Long wait times are not a foreign concept to anyone who has visited an emergency room, whether the trip ended up being warranted or not. For the last decade, Long Beach Memorial has been working to decrease wait times through its Fast Track unit.
The idea is simple: Immediately triage patients into three tiers based on the acuity of their condition and have dedicated staff and resources ready to quickly treat and discharge those with less severe injuries and illnesses. This in turn also reduces wait times for patients with more severe maladies by alleviating any bottlenecks.
While successful in its mission, the Fast Track unit has been set up in temporary quarters since its inception. But that is going to change in June when construction of a permanent space is completed, with aspirations of decreasing wait times even further, Long Beach Memorial COO Ike Mmeje said.
“We will have a new process established that really builds on what we had with the Fast Track and makes it more of a Super Track,” Mmeje said, adding that the new facility will allow staff to triage patients more quickly and take them through a six-stage process for more efficient treatment across the board.
The goal is to decrease total time in the emergency room to one hour for low-acuity patients, two hours for moderate-acuity patients and three hours for high-acuity patients, according to Emergency Department Director Elizabeth Reid. More severe patients naturally require more time because of additional testing and treatment requirements.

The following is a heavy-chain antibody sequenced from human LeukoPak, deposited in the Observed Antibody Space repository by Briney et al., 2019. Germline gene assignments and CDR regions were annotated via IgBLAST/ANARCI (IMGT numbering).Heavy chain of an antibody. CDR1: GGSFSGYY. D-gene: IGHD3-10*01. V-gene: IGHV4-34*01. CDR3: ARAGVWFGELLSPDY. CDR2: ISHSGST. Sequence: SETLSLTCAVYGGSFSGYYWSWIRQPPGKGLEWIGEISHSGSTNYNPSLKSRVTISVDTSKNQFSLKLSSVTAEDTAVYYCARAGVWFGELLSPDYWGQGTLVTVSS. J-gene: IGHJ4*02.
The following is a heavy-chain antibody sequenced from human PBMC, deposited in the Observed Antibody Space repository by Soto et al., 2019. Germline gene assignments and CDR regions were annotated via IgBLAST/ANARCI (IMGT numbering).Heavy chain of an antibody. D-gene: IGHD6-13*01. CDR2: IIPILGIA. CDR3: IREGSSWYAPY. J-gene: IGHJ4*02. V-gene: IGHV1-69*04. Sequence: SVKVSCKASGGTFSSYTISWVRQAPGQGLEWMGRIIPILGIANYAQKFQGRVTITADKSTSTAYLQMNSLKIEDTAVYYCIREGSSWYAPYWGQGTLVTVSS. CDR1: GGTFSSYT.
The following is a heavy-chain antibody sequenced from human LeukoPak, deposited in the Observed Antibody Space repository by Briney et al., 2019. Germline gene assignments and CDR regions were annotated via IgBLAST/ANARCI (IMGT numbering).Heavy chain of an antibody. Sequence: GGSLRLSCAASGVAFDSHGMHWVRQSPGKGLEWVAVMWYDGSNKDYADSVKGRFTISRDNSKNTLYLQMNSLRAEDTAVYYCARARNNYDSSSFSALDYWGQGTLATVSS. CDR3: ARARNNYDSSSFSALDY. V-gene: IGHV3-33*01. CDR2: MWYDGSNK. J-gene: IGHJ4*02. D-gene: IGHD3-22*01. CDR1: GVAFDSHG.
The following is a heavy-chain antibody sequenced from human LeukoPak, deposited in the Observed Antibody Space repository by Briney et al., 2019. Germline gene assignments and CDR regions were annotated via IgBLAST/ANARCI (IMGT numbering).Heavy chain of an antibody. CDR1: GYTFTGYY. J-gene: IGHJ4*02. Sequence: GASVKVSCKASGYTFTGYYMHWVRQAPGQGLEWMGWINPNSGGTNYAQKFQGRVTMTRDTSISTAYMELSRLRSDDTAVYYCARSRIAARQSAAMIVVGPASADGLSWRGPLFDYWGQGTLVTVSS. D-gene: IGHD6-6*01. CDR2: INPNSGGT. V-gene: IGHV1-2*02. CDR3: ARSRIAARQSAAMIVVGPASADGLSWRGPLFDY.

The one-hour goal for low-acuity patients, which makes up about 25% of emergency room visits, is not an easy accomplishment, Reid said. The old Fast Track unit did not decrease times to that level.
The Super Track will be a vast improvement from the old Fast Track, Mmeje said, noting the previous space had temporary dividers and far less privacy. The $2.1 million project incorporates all the space from the former unit as well as some additional square footage, which will make it more spacious, bright and private.
Reid said no additional staff would need to be hired to operate the new space.
“We’re trying to enhance the patient experience and save resources through efficiency,” Reid said. “We recognized some opportunities, especially for the lower-acuity patients to be treated and discharged in a way that keeps them up front and away from the higher-acuity patients in the back.”